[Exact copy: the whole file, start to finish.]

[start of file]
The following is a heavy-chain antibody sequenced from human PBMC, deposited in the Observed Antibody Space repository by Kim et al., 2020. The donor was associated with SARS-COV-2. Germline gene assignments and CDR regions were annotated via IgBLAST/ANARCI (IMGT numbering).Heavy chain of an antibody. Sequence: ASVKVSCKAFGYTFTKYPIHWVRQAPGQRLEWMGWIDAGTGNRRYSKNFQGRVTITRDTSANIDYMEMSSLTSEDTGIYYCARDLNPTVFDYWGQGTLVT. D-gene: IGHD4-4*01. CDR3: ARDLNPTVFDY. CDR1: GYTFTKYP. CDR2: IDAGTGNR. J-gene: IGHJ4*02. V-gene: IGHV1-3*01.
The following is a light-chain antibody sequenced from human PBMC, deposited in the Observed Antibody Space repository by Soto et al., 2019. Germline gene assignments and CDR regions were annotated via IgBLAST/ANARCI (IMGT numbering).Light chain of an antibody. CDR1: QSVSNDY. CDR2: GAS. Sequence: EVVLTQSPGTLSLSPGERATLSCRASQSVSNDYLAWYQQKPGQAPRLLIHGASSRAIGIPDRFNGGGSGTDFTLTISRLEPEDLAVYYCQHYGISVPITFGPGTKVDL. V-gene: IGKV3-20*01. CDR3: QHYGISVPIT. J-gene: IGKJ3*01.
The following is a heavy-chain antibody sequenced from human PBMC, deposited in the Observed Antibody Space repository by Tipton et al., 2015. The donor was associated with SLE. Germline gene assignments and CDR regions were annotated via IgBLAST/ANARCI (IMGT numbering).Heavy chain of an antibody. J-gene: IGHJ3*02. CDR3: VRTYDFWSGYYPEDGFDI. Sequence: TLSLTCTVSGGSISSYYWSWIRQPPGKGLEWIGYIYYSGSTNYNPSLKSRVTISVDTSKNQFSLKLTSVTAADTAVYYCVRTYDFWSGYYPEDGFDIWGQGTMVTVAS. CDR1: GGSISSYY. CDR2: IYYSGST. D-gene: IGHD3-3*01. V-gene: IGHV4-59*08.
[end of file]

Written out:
The following is a heavy-chain antibody sequenced from human PBMC, deposited in the Observed Antibody Space repository by Kim et al., 2020. The donor was associated with SARS-COV-2. Germline gene assignments and CDR regions were annotated via IgBLAST/ANARCI (IMGT numbering).Heavy chain of an antibody. Sequence: ASVKVSCKAFGYTFTKYPIHWVRQAPGQRLEWMGWIDAGTGNRRYSKNFQGRVTITRDTSANIDYMEMSSLTSEDTGIYYCARDLNPTVFDYWGQGTLVT. D-gene: IGHD4-4*01. CDR3: ARDLNPTVFDY. CDR1: GYTFTKYP. CDR2: IDAGTGNR. J-gene: IGHJ4*02. V-gene: IGHV1-3*01.
The following is a light-chain antibody sequenced from human PBMC, deposited in the Observed Antibody Space repository by Soto et al., 2019. Germline gene assignments and CDR regions were annotated via IgBLAST/ANARCI (IMGT numbering).Light chain of an antibody. CDR1: QSVSNDY. CDR2: GAS. Sequence: EVVLTQSPGTLSLSPGERATLSCRASQSVSNDYLAWYQQKPGQAPRLLIHGASSRAIGIPDRFNGGGSGTDFTLTISRLEPEDLAVYYCQHYGISVPITFGPGTKVDL. V-gene: IGKV3-20*01. CDR3: QHYGISVPIT. J-gene: IGKJ3*01.
The following is a heavy-chain antibody sequenced from human PBMC, deposited in the Observed Antibody Space repository by Tipton et al., 2015. The donor was associated with SLE. Germline gene assignments and CDR regions were annotated via IgBLAST/ANARCI (IMGT numbering).Heavy chain of an antibody. J-gene: IGHJ3*02. CDR3: VRTYDFWSGYYPEDGFDI. Sequence: TLSLTCTVSGGSISSYYWSWIRQPPGKGLEWIGYIYYSGSTNYNPSLKSRVTISVDTSKNQFSLKLTSVTAADTAVYYCVRTYDFWSGYYPEDGFDIWGQGTMVTVAS. CDR1: GGSISSYY. CDR2: IYYSGST. D-gene: IGHD3-3*01. V-gene: IGHV4-59*08.